LEADING CONSERVATIVES: ‘THE SCAREMONGERING ABOUT THESE ISSUES SHOULD STOP’…. After months of debate, it appears officials are close to selecting a domestic facility for relocating detainees from Guantanamo Bay. From a purely political perspective, what’s especially interesting about this is the endorsements the idea has received.
The facility in question is a near-empty prison in rural Illinois, in a town called Thomson. The federal government is reportedly eyeing the facility as “a leading option” to resolve the Gitmo issue.
Republicans in Congress are gearing up to fight a new White House effort to relocate detainees at Guantanamo Bay to a prison facility in Illinois. But on Sunday, a group of highly respected conservative figures lent their support to the transfer, calling it necessary to “preserve national security” while simultaneously avoiding “sweeping and radical departures from an American constitutional tradition.”
In a joint statement prepared by the Constitution Project, David Keene, founder of American Conservative Union, Grover Norquist, president of Americans for Tax Reform, and former representative and presidential candidate Bob Barr say moving suspected terrorists to the Thomson, Illinois prison facility, “makes good sense.” Taxpayers, they note, have already invested $145 million in the facility, which has been “little used.” And the surrounding community, they add, could benefit from increased employment once the prison becomes filled.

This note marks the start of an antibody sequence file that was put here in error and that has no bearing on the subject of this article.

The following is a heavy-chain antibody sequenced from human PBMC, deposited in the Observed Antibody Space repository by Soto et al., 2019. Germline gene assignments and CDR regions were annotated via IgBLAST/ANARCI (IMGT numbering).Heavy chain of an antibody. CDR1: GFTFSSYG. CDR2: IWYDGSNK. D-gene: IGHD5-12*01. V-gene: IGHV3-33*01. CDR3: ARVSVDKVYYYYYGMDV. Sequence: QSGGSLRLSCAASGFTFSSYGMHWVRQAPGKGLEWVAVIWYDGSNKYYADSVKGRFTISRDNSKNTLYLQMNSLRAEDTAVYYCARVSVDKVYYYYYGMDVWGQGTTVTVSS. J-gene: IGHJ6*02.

“The scaremongering about these issues should stop,” they add, noting that there is “absolutely no reason to fear that prisoners will escape or be released into their communities.”
This is not to say the plan won’t still face resistance. Republican Illinois Reps. Donald Manzullo and Mark Kirk have already voiced their strong opposition to the idea, for a variety of painfully inane reasons. My personal favorite from Kirk: Chicago would become “ground zero for Jihadist terrorist plots.” (Kirk’s Senate campaign has turned him into something of an embarrassment.)
That said, the combination of support from the administration, Dick Durbin, Illinois Gov. Pat Quinn (D), local residents, and conservative leaders like Keene and Norquist makes the plan appear more likely to come together.